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Amazon and Kohl’s are expanding a pilot program to allow customers to return Amazon items for free at its stores, deepening a partnership that first surfaced last year.

On Kohl’s second quarter earnings call this morning, CEO Michelle Gass said the company is expanding the program to more than 100 stores, adding Milwaukee to its list of test markets. The two companies had been testing their partnership in 80 stores in Chicago and Los Angeles.

“It’s a big deal for us; it’s a big deal for them; but I think overarching what both parties are most pleased about is what a great customer experience we are creating for our customers and their’s,” Gass said on the call with investors.

In addition to the package return program, Kohl’s has set up 1,000-square-foot Amazon smart home sections in 10 stores in Los Angeles and Chicago. Executives did not mention this aspect of the partnership on the call.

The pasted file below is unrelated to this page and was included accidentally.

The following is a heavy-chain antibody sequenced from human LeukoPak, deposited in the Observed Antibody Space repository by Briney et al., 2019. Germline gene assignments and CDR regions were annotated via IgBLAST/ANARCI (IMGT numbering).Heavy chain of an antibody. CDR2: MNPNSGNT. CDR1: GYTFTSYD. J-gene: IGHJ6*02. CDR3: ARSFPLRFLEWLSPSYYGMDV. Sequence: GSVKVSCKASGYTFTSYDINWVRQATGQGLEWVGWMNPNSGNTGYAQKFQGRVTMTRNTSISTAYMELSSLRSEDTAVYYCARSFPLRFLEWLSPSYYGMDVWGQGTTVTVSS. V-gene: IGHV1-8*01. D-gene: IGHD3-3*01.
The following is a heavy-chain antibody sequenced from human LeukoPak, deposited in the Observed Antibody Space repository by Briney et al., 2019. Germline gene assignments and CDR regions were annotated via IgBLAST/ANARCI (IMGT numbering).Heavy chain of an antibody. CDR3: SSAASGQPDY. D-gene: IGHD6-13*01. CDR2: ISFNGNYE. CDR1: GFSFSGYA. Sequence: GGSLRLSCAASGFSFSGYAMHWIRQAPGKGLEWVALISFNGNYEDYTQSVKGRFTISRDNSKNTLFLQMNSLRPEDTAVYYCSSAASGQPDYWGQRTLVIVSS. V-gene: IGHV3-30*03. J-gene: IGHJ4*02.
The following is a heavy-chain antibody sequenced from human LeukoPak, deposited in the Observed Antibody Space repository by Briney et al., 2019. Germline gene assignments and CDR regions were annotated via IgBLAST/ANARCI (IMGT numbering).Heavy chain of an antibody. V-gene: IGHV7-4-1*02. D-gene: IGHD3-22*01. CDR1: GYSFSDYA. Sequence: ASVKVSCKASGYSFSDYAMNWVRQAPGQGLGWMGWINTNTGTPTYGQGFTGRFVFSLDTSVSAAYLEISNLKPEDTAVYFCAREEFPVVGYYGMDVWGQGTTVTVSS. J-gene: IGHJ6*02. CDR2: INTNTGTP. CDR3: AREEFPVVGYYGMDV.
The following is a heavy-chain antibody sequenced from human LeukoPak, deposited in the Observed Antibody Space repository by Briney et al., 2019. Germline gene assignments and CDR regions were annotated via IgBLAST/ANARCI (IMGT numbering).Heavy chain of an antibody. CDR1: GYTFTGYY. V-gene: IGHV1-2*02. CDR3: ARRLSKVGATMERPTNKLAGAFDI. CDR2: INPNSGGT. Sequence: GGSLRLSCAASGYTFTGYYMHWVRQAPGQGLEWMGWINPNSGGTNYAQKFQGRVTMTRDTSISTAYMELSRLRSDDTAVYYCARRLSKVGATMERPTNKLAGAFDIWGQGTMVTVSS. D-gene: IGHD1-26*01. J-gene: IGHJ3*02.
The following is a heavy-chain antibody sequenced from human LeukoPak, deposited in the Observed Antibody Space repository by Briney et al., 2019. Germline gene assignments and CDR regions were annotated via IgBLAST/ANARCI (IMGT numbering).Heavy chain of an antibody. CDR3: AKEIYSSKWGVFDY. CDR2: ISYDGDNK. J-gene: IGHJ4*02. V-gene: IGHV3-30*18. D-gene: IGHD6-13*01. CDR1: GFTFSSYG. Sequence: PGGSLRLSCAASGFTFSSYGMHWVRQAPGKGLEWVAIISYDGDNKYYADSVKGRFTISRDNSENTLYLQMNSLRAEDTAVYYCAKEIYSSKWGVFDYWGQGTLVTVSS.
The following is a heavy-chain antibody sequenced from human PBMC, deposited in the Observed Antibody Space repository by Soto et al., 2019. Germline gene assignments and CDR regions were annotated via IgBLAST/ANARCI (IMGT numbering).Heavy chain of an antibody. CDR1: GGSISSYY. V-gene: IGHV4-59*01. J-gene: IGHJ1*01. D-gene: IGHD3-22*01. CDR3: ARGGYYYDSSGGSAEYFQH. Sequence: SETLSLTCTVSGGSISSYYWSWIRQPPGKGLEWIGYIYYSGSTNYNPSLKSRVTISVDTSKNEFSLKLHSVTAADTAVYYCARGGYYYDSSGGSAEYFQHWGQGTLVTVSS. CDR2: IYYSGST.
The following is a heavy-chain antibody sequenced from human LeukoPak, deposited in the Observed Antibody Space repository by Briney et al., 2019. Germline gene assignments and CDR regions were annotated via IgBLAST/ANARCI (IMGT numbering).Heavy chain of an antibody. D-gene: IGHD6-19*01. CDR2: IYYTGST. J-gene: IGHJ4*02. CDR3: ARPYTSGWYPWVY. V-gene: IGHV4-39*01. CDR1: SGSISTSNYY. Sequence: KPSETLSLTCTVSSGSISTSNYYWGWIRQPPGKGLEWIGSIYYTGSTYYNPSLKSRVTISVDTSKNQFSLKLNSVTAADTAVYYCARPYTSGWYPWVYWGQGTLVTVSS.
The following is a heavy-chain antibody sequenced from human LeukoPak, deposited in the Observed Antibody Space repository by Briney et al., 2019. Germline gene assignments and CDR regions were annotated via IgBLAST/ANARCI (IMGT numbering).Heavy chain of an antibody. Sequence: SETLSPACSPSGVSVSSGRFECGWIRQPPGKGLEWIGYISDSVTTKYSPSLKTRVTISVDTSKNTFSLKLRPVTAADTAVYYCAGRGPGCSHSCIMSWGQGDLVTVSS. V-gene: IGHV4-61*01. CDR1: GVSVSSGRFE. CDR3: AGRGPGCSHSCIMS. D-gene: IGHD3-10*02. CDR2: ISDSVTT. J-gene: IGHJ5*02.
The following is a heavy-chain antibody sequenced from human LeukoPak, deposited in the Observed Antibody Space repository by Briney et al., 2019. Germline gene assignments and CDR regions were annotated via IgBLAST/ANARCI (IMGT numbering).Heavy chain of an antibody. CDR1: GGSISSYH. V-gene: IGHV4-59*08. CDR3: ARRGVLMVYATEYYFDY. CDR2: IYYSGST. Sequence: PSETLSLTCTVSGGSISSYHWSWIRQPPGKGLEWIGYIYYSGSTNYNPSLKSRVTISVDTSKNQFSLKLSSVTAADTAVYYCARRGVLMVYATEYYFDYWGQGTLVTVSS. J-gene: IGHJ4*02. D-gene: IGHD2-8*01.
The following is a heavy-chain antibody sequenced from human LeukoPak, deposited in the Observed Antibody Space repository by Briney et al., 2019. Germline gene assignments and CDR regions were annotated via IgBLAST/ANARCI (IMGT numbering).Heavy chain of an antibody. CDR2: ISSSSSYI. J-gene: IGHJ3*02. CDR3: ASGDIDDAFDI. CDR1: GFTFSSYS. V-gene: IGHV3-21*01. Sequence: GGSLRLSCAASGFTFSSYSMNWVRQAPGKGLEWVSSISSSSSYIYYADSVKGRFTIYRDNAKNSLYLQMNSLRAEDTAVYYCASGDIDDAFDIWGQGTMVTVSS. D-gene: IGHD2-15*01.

Kohl’s has reduced inventory in hundreds of its stores in recent months, and handing some of that over to Amazon is an example of how the department store is adjusting to a challenging retail environment in the e-commerce area. On the call with investors, Gass mentioned several other concepts the company is studying to fill space, including lockers where customers can pick up online orders, wayfinding features and mobile checkout options. Kohl’s has also been experimenting with chopping up some of its bigger stores and create space for grocery store tenants or gyms.

These bets appear to be paying off as Kohl’s profits for the quarter surged 40 percent over the year prior to $292 million, and the company also raised profit expectations for the year. Kohl’s also beat Wall Street expectations for the quarter, though investors weren’t entirely satisfied and the company’s stock is down slightly this morning.

While the Amazon partnership is expanding, Gass stressed that Kohl’s is being cautious, making sure that every aspect checks out before expanding further.

“All elements have to work — the operations have to work, the financials have to work — so we are doing our best to really understand and dig deep before any decision is made going forward,” Gass said.

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